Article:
Date: December 7, 2010
Source: US EPA and News Room
Under intensifying fire from industry, the US EPA has asked a federal court for more time to finalize its regulation of emissions from boilers and solid waste incinerators. The EPA said it asked the U.S. District Court for the District of Columbia for permission to issue the rules by April 2012. Currently, it is under a court order to issue the rules by next month. Recent analysis earlier this month by the Department of Commerce (DOC) predicts job losses of 40,000 to 60,000 per year stemming from prohibitively high costs of compliance with the rule as proposed. The DOC report said facility closures and a decline in the international competitiveness of U.S. goods would be responsible. The boiler rule, which is intended to cut emissions of mercury, soot and other pollutants that it says are linked with developmental disabilities in children, asthma, and heart attacks, sets maximum achievable control technology (MACT) requirements to reduce air toxics emissions from boilers that are large enough to qualify as "major sources" of air toxics as required under the Clean Air Act. The boiler MACT proposal is part of a suite of rules to control emissions from boilers, including an air toxics rule for smaller "area" sources of emissions, an air toxics rule for incinerators, and rule that defines solid waste to determine whether sources are subject to boiler rules or more-stringent incinerator rules. Following complaints from members of Congress as well as several industry groups, the EPA recently offered concessions including "subcategorizing" boilers to a set of varying air toxics standards depending on the type of boiler.
The EPA had proposed the regulations in April 2010, and said that comments it received "shed new light on a number of key areas." As a result, "it is appropriate to issue a revised proposal" the EPA said.
"We're encouraged that EPA is taking the time needed to develop an effective, achievable final rule," said Cal Dooley, president of the American Chemistry Council, in a statement. "We hope the court grants EPA's request for more time to work on these complex regulations that will affect large industries and small businesses across the country."
See also: "Commerce Department Predicts Huge Job Losses from EPA Boiler Rule," (www.wasteinfo.com/news/wbj20101116E.htm).
See also: "Industry Still Critical of EPA Boiler Rule despite Concessions," (www.wasteinfo.com/news/wbj20101026B.htm).
See also: "EPA Likely to Offer Concessions on Final Air Toxics Rule for Boilers," (www.wasteinfo.com/news/wbj20101012A.htm).
See also: "Labor Group Joins Opposition to EPA Boiler MACT Plan," (www.wasteinfo.com/news/wbj20100928D.htm).
See also: "Industry Critical of EPA Boiler and Incinerator Rules," (www.wasteinfo.com/news/wbj20100915C.htm).
See also: "Activists and Industry Critical of EPA Definition of Solid Waste Rule," (www.wasteinfo.com/news/wbj20100817C.htm).
FOR IMMEDIATE RELEASE
December 7, 2010
EPA Seeks New Timetable for Reducing Pollution from Boilers and Incinerators
Agency committed to developing rules that are protective, cost effective and based on sound science
WASHINGTON – In a motion filed today in the federal District Court for the District of Columbia, the U.S. Environmental Protection Agency (EPA) is seeking an extension in the current court-ordered schedule for issuing rules that would reduce harmful air emissions from large and small boilers and solid waste incinerators. The additional time is needed for the agency to re-propose the rules based on a full assessment of information received since the rules were proposed. The rules would cut emissions of harmful pollutants, including mercury and soot, which cause a range of health effects – from developmental disabilities in children to cancer, heart disease and premature death.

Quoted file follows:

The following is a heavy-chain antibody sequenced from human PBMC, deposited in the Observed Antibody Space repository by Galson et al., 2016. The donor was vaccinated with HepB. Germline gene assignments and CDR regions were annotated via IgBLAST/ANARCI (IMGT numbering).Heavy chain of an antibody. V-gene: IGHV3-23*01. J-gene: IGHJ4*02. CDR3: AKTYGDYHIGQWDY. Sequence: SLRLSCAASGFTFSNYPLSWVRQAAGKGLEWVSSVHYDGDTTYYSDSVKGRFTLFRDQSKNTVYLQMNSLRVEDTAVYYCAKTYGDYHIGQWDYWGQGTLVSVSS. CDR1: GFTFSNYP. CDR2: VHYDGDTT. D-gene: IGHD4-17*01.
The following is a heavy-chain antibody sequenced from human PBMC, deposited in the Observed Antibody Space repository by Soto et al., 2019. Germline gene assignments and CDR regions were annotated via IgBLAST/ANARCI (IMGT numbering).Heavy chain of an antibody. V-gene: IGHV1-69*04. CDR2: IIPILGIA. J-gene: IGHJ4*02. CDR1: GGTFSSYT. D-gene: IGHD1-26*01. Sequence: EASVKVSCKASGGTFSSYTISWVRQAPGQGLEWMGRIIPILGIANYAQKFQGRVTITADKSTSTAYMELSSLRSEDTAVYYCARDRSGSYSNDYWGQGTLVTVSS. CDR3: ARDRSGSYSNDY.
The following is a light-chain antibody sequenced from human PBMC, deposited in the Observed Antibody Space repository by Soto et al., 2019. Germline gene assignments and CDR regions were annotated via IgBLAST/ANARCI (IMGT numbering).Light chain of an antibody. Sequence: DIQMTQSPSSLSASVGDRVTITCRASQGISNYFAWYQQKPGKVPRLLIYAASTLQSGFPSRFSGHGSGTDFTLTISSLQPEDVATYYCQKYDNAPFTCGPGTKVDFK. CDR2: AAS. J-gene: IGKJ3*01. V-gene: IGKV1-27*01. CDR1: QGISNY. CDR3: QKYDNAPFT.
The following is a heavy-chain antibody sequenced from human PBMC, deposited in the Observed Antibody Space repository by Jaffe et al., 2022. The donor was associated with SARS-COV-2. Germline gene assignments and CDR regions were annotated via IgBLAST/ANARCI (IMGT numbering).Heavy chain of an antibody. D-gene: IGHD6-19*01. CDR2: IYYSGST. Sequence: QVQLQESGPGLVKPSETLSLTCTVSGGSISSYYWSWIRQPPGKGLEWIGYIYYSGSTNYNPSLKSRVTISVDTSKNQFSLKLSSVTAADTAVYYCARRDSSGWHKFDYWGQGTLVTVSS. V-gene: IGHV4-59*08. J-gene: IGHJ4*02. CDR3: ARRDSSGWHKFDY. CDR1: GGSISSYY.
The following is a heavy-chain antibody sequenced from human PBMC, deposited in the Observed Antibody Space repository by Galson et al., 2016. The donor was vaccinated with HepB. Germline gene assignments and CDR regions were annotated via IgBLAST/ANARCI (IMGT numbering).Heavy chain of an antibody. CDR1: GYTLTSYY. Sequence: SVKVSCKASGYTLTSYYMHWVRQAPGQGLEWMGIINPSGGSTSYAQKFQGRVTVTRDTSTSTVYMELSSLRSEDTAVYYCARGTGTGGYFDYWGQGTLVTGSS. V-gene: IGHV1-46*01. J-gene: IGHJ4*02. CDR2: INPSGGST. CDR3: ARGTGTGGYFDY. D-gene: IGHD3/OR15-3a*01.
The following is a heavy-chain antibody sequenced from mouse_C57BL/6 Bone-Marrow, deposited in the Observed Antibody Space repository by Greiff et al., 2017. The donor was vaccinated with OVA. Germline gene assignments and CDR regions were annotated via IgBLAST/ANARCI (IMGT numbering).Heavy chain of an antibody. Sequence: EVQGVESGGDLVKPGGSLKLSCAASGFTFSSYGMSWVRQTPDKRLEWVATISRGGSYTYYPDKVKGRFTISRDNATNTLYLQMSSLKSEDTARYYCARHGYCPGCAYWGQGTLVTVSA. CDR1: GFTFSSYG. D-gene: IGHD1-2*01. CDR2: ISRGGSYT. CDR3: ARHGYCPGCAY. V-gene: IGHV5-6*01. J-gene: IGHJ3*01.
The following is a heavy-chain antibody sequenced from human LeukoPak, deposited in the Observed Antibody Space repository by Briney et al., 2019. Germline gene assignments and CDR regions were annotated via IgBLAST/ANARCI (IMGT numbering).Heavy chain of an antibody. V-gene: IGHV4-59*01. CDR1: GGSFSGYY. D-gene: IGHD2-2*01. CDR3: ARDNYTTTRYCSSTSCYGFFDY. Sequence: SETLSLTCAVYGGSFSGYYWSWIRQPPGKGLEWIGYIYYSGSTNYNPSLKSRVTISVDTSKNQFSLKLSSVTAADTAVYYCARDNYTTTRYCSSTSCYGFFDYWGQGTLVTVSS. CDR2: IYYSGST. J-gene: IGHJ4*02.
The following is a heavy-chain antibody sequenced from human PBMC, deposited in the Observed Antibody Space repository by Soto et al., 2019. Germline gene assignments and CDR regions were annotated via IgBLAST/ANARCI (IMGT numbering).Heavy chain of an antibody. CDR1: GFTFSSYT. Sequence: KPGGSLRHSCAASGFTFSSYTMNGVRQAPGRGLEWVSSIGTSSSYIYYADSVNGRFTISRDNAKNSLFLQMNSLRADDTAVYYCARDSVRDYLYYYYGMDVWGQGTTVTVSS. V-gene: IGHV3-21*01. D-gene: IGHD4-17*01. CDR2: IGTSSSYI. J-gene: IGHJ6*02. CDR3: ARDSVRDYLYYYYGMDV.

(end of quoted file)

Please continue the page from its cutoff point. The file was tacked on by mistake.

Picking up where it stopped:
"After receiving additional data through the extensive public comment period, EPA is requesting more time to develop these important rules," said Gina McCarthy, assistant administrator for EPA's Office of Air and Radiation. "We want to ensure these rules are practical to implement and protect all Americans from dangerous pollutants such as mercury and soot, which affect kids' development, aggravate asthma and cause heart attacks."
In order to meet a court order requiring the EPA to issue final rules in January 2011, the agency proposed standards in April 2010. While EPA requested and received some information from industry before the proposal, the comments EPA received following the proposal shed new light on a number of key areas, including the scope and coverage of the rules and the way to categorize the various boiler-types. Industry groups and others offered this information during the public comment period after EPA proposed the rule. After reviewing the data and the more than 4,800 public comments, the agency believes it is appropriate to issue a revised proposal that reflects the new data and allows for additional public comment. This approach is essential to meeting the agency's legal obligations under the Clean Air Act and, as a result, provides the surest path to protecting human health and the environment.
EPA has estimated that there are more than 200,000 boilers operating in industrial facilities, commercial buildings, hotels and universities located in highly populated areas and communities across the country. EPA has estimated that for every $5 spent on reducing these pollutants, the public will see $12 in health and other benefits.
EPA is under a current court order to issue final rules on January 16, 2011 and is seeking in its motion to the court to extend the schedule to finalize the rules by April 2012.
More information: www.epa.gov/airquality/combustion.
Enesta Jones (News Media only)